Monday, October 31, 2016
Fear(s) Of The Dark (2007)
Fear(s) Of The Dark is a French animated anthology (originally titled Peur(s) Du Noir) that explores the different kinds of fears that can plague us all. The hour and twenty-something minute running-time comprises several different tales, made by various film-makers all united by this theme.
The segments employ a variety of techniques, including a CG cel-shaded style. a more anime-influenced 2D look, and even a hand-drawn, cross-hatched pencil effect. All the segments, however, are united by a stark monochromatic look. This decision to make (almost) the whole film in black and white is a smart one, as it gives the whole film something of a connecting thread that is not always present in anthology films.
Extraordinary Tales) but these two shorts serve a similar function.
As is so often the case in anthology films, some segments are more effective than others- both visually and in storytelling. The weakest (from writer and director Pierre di Scullio) features a woman being interviewed about her fears, with the voiceover accompanied by abstract imagery. Unfortunately, this is also one of the repeated entries, meaning that it quickly outstays its welcome.
In middling territory, the first full-length tale (directed by Charles Burns) is made in a visually arresting 3D monochrome cel-shaded-style CG. It tells a creepy tale of a socially awkward young man with an insect obsession. When he reaches adulthood has a romantic encounter with a woman that takes a rather unusual turn.
More impressive is the 2D anime-styled entry from writer Romain Slocombe and director Marie Calliou, featuring a schoolgirl in rural Japan. The contrast of the cutesie character designs with the dark storyline and imagery (based on Japanese folktales) is creepily effective.
Best of all though is the genuinely unnerving entry from writer-director Blutch- brought to life in traditional animation using (or at least appearing to use) pencil sketches. In this repeated segment, a sinister old geezer (dressed in what appears to be full undertaker garb) wanders an unknown landscape with four vicious hellhounds. This is one of the segments which is returned to, and only becomes more terrifying each time.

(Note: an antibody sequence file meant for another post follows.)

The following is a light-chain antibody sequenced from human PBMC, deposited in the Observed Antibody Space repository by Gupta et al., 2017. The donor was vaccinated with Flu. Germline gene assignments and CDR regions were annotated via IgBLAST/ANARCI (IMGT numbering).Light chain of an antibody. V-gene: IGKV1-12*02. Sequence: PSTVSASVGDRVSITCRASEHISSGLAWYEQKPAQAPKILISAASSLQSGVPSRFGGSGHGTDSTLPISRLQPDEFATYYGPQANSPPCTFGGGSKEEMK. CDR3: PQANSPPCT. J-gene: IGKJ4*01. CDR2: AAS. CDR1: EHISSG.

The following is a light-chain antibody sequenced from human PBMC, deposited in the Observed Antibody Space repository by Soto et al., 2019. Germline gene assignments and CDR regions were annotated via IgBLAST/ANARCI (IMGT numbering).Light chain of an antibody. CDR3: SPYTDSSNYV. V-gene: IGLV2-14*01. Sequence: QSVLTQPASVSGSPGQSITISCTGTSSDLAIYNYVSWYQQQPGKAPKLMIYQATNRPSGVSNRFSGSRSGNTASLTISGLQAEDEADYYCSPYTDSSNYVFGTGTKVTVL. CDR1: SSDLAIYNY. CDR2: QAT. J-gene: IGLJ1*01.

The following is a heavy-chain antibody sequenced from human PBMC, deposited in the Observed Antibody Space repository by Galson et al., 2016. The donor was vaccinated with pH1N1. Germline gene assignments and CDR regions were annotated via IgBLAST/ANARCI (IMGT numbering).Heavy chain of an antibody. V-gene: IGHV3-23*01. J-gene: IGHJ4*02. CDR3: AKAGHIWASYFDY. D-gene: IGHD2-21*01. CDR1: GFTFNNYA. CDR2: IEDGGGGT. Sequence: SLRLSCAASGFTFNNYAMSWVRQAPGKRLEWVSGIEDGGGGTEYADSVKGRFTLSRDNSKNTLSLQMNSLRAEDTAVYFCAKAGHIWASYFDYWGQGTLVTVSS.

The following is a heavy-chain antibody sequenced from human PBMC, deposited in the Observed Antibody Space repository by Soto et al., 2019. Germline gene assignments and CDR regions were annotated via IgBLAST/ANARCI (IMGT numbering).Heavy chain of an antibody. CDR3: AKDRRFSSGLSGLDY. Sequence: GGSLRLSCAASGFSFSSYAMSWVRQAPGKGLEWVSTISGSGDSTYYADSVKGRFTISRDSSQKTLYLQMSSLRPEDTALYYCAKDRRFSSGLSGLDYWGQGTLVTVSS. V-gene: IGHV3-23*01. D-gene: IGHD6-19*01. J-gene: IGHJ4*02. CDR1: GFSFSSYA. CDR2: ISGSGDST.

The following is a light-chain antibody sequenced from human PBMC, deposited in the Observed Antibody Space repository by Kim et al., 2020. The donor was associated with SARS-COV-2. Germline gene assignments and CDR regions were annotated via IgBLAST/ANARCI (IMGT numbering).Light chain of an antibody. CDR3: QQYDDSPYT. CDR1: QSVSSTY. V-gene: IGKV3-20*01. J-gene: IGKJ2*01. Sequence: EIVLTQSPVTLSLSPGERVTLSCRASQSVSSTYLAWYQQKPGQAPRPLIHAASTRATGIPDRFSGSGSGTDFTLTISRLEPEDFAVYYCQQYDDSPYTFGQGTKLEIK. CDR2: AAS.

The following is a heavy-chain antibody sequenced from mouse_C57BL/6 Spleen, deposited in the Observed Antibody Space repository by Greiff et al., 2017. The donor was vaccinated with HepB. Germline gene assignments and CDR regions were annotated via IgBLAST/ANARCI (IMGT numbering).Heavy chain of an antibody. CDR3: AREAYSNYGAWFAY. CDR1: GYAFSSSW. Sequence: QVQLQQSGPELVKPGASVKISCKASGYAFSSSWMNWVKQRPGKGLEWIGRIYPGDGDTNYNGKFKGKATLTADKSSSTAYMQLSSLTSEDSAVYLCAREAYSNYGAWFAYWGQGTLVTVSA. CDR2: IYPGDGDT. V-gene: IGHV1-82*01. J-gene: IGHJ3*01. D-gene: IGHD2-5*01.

The other segments fall somewhere inbetween- pretty effective horror stories that don't quite reach the heights of the best stuff here.
The film works best when the film-makers are confident enough to let the visuals (and the sound effects and music) convey the horror alone. When it does this, the film is often genuinely unsettling. Elsewhere, though, there is an over-reliance on dialogue, with a narrator telling us the story as it unfolds. It's probably a deliberate attempt to capture the experience of being told a scary story, but it doesn't quite pull it off. Perhaps something has been lost in translation (this is a subtitled film after all), but really this could have been improved by sticking to the old adage "show don't tell" more often.
As an overall experience, Fear(s) Of The Dark still manages to just about hold it together. Although some of the sections are not nearly as memorable as others, as a single package it provides plenty of chills that you might well find manage to get under your skin.
If you're looking for a decent slice of animated horror then this should fit the bill just fine. Turn the lights out and draw the curtains and settle in for some spine-chilling fun.
FEAR(S) OF THE DARK is available on DVD in the UK FROM METRODROME and on DVD and VOD from MPI in the US.
Posted by Chris Perkins
Chris writes about movies, games, TV and other stuff you love, and has written for places including MyM magazine, Rant Gaming, KillStreakMedia and Anime UK News. He particularly specialises in the field of animation and spends far too much time watching cartoons for a grown up. He regrets nothing. Follow him at @misterchristor.